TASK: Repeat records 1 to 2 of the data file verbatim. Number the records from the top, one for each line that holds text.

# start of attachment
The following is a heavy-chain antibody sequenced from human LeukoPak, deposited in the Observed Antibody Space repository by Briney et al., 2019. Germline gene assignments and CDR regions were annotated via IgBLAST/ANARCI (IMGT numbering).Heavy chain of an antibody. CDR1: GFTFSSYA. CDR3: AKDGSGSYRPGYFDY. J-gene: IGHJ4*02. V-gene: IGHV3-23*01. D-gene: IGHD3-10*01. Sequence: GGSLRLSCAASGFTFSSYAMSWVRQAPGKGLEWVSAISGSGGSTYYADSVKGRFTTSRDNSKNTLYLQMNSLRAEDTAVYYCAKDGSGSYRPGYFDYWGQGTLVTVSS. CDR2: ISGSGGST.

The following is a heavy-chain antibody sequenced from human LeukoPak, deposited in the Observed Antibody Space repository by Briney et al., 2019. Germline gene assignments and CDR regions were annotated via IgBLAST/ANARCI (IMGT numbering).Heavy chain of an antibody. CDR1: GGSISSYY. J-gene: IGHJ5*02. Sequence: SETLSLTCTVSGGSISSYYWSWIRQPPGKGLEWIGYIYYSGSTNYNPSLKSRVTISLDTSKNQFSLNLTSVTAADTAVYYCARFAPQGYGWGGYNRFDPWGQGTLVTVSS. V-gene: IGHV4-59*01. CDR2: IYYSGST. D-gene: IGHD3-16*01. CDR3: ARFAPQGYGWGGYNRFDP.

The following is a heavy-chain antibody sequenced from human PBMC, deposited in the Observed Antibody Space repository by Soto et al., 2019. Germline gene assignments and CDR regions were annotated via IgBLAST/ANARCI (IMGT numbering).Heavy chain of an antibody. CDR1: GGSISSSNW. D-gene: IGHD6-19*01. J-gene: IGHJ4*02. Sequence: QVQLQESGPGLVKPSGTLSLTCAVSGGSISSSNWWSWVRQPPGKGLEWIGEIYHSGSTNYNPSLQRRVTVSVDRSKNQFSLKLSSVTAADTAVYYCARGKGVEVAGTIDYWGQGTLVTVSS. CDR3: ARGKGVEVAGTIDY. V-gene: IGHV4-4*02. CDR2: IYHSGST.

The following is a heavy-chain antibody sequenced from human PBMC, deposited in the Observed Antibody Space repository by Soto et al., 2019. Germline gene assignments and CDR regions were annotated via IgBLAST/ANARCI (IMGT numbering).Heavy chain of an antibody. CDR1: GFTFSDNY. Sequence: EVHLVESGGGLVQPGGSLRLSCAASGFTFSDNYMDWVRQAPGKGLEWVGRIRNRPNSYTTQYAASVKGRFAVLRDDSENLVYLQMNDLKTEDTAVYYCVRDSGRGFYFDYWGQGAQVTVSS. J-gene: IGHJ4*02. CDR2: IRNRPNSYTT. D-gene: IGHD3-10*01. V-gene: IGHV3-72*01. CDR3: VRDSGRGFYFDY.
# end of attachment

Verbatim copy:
The following is a heavy-chain antibody sequenced from human LeukoPak, deposited in the Observed Antibody Space repository by Briney et al., 2019. Germline gene assignments and CDR regions were annotated via IgBLAST/ANARCI (IMGT numbering).Heavy chain of an antibody. CDR1: GFTFSSYA. CDR3: AKDGSGSYRPGYFDY. J-gene: IGHJ4*02. V-gene: IGHV3-23*01. D-gene: IGHD3-10*01. Sequence: GGSLRLSCAASGFTFSSYAMSWVRQAPGKGLEWVSAISGSGGSTYYADSVKGRFTTSRDNSKNTLYLQMNSLRAEDTAVYYCAKDGSGSYRPGYFDYWGQGTLVTVSS. CDR2: ISGSGGST.

The following is a heavy-chain antibody sequenced from human LeukoPak, deposited in the Observed Antibody Space repository by Briney et al., 2019. Germline gene assignments and CDR regions were annotated via IgBLAST/ANARCI (IMGT numbering).Heavy chain of an antibody. CDR1: GGSISSYY. J-gene: IGHJ5*02. Sequence: SETLSLTCTVSGGSISSYYWSWIRQPPGKGLEWIGYIYYSGSTNYNPSLKSRVTISLDTSKNQFSLNLTSVTAADTAVYYCARFAPQGYGWGGYNRFDPWGQGTLVTVSS. V-gene: IGHV4-59*01. CDR2: IYYSGST. D-gene: IGHD3-16*01. CDR3: ARFAPQGYGWGGYNRFDP.